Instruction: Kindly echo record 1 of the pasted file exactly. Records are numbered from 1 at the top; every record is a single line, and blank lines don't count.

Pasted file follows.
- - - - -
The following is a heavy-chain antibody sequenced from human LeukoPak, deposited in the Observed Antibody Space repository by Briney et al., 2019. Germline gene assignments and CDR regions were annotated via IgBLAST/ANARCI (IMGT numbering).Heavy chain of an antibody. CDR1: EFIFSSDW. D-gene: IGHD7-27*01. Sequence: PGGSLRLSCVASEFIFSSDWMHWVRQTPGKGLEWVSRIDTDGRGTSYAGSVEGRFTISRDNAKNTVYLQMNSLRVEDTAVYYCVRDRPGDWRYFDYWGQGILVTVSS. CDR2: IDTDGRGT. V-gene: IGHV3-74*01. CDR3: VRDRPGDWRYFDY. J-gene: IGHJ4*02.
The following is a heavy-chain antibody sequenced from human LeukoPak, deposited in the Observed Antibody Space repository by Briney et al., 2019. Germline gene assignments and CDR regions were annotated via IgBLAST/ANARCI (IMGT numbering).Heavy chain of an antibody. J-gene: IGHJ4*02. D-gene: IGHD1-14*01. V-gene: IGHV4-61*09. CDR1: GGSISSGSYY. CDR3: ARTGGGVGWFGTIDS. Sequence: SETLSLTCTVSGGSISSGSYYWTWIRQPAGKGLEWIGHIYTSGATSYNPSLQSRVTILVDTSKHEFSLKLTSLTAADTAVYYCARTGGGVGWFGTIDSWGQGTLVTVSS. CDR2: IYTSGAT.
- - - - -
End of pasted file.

The following is a heavy-chain antibody sequenced from human LeukoPak, deposited in the Observed Antibody Space repository by Briney et al., 2019. Germline gene assignments and CDR regions were annotated via IgBLAST/ANARCI (IMGT numbering).Heavy chain of an antibody. CDR1: EFIFSSDW. D-gene: IGHD7-27*01. Sequence: PGGSLRLSCVASEFIFSSDWMHWVRQTPGKGLEWVSRIDTDGRGTSYAGSVEGRFTISRDNAKNTVYLQMNSLRVEDTAVYYCVRDRPGDWRYFDYWGQGILVTVSS. CDR2: IDTDGRGT. V-gene: IGHV3-74*01. CDR3: VRDRPGDWRYFDY. J-gene: IGHJ4*02.